December 7, 2003: Scary Martin Amis

martin amis

"Scary" Martin Amis

Recently I printed out a digital image I made of Martin Amis at my most recent conversation with him. I showed it to my friend Janice and her immediate reaction was that he was scary looking, "He looks like a vampire," she opined. Michael, my other friend who was also given a preview, agreed. I found this more shocking than the reaction of Heather at the offices I use as the site of my conversations. She was so excited and thrilled at meeting and being in proximity to Marty that I thought I was going to be the recipient of unsolicited but not unwelcome sexual lavishness. All of which points to Amis as a kind of lightening rod of strong, uh, reactions, an issue addressed in a recent feature in the San Francisco Chronicle: "What would the British press do if it didn't have Martin Amis to haul through the gutter? Scorned as an intellectual snob and a child of privilege -- his father was the author Kingsley Amis -- Amis is having his worst year yet, with the publication of Yellow Dog in August. A comic novel about dislocation, pornography, male misbehavior and the British monarchy, Yellow Dog was the subject of a spirited public mauling that was launched in August by Tibor Fischer, a novelist whose newest work, not coincidentally, was published on the same day as Yellow Dog."

As a side bar, Deirdre Day-MacLeod spanks Fischer for with this rejoinder to his infamous embargo breaking review of Yellow Dog, "I must admit it's pretty difficult to review an Amis book to begin with, especially if one is overly concerned with the opinion of fellow commuters as you seem to be. Really, Tibor (the trend in these articles is to use first names), perhaps you ought to do something about your fear that other people on the train really care what you are reading and that they are judging you for enjoying certain kinds of reading matter. Even without the problem of reading while only thinking about yourself, Amis is a hard one to look at with a clear head and a reasonable eye. Even if he hasn't already been blasted by some other British male writer with an eye on the Booker, Amis comes as part of a larger literary narrative."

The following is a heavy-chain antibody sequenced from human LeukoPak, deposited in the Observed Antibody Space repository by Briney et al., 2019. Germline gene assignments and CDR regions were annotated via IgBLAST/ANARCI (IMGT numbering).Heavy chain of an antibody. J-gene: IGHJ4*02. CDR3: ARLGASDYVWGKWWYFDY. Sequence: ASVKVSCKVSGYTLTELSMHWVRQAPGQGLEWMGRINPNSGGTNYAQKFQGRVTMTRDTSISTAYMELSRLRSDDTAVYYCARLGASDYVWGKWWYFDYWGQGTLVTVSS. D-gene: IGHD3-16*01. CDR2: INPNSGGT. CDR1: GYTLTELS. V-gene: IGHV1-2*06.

This is a view that in some sense echoes my own on Amis. He is not easy to read —sometimes, not even fun to read. But as in past encounters with both his writing and his person, I find Amis worth paying attention to and certainly not to be taken lightly or dismissively —which I think is the effect of the ad hominum and self-serving fulminating that orbits him. And yes I think Yellow Dog is worthwhile and engaging, and I don't see Marty as scary looking.

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